Studies - Breast Cancer

Study Finds Miscarriage Does NOT Increase Women's Breast Cancer Risk (BJC,2002)

Women Who Delay First Pregnancy Into 30's Are At Increased Risk

British Journal of Cancer (2002) 86, 723-727; DOI: 10.1038  www.bjcancer.com   Cancer Research UK  F. Clavel-Chapelon et al

 

Having a miscarriage does not increase a woman's risk of breast cancer at any age, according to one of the largest ever studies on the link between reproductive factors and the disease, published in the British Journal of Cancer.

 

The research confirms the writings of Dr. Joel Brind, a world expert on the link between abortion and breast cancer, who noted that miscarriage does not lead to breast cancer as abortion does.

In the new study, researchers tracked women over a ten-year period, sending them detailed questionnaires and recording both reproductive factors and whether or not they developed breast cancer. Pre-menopausal and postmenopausal women were studied separately, in order to find out whether reproductive factors affected the two groups differently.

Of the 91,000 women in the study, 1,718 were diagnosed with breast cancer over the time period. Previous research on miscarriage had produced conflicting results, with some smaller studies suggesting that it might increase the risk of the disease. But the new, large-scale research found no evidence that women with a history of miscarriage were at higher risk of breast cancer in either the pre-menopausal or postmenopausal group.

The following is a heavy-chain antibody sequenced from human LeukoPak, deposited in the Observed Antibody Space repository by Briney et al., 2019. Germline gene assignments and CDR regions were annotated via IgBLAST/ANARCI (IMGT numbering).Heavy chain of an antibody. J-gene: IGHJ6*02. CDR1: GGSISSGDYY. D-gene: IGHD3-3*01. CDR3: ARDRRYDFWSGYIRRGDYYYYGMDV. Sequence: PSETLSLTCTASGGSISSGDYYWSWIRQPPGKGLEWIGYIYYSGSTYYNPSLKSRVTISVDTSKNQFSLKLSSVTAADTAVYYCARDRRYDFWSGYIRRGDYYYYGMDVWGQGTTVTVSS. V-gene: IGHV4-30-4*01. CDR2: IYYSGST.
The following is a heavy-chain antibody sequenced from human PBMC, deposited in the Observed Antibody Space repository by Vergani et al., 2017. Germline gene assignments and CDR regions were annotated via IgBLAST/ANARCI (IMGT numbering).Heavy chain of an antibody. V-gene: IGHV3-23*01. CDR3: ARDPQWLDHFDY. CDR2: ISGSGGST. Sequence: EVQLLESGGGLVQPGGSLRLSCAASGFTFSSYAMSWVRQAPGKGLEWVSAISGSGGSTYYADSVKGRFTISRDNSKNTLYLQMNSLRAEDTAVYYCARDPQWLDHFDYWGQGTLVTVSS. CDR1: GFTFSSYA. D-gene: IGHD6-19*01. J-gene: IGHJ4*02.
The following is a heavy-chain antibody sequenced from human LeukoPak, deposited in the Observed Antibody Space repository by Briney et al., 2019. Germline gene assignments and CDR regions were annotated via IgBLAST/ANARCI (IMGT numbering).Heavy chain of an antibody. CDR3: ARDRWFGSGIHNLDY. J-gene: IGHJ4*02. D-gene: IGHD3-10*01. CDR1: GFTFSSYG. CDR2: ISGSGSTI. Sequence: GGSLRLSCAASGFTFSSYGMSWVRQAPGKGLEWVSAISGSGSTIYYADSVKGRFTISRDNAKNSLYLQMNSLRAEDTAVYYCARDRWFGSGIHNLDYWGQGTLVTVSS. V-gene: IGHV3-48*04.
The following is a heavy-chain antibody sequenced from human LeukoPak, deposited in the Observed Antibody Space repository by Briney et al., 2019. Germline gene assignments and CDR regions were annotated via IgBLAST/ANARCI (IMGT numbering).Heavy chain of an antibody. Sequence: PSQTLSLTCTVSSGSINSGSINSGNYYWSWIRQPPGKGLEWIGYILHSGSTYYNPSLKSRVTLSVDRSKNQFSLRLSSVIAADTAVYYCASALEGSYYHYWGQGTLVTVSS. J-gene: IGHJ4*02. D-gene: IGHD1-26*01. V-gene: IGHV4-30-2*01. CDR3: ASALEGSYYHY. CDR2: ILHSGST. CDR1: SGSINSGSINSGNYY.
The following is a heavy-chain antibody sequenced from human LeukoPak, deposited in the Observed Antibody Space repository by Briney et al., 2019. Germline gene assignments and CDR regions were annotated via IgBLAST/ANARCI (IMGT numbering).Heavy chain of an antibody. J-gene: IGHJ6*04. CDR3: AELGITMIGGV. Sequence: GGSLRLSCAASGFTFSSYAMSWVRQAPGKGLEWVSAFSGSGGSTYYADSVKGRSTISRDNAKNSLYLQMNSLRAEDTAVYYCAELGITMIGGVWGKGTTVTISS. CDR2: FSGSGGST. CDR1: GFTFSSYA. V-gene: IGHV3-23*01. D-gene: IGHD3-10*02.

Dr. Joel Brind, President of the Breast Cancer Prevention Institute and Professor of human biology and endocrinology Baruch College, explained the reason for the increased risk of breast cancer with abortion and lack thereof with miscarriage in a 1997 paper entitled The Estrogen Connection.

Dr. Brind wrote, "pregnancies destined to abort spontaneously (i.e., end in miscarriage) during the first trimester usually do not generate estradiol in quantities exceeding non-pregnant levels." He explains that estradiol, which causes the breasts to grow during pregnancy makes for more undifferentiated cells – the same cells which are vulnerable to cancer – and thus with induced abortions, as opposed to miscarriage, there is a greater vulnerability to breast cancer.

"Full term pregnancy," says Dr. Brind, "results in full differentiation of the breast tissue for the purpose of milk production, which leaves fewer cancer-vulnerable cells in the breasts than were there before the pregnancy began. This translates into the well known breast cancer risk lowering effect of a full term pregnancy."

LONDON, February 14, 2002 (LSN.ca)

See a pdf version of Dr Clavel-Chapelon's study:
http://www.nature.com/bjc/6600124a.pdf

See Dr. Brind's paper on The Estrogen Connection:
http://www.abortioncancer.com/estgen.htm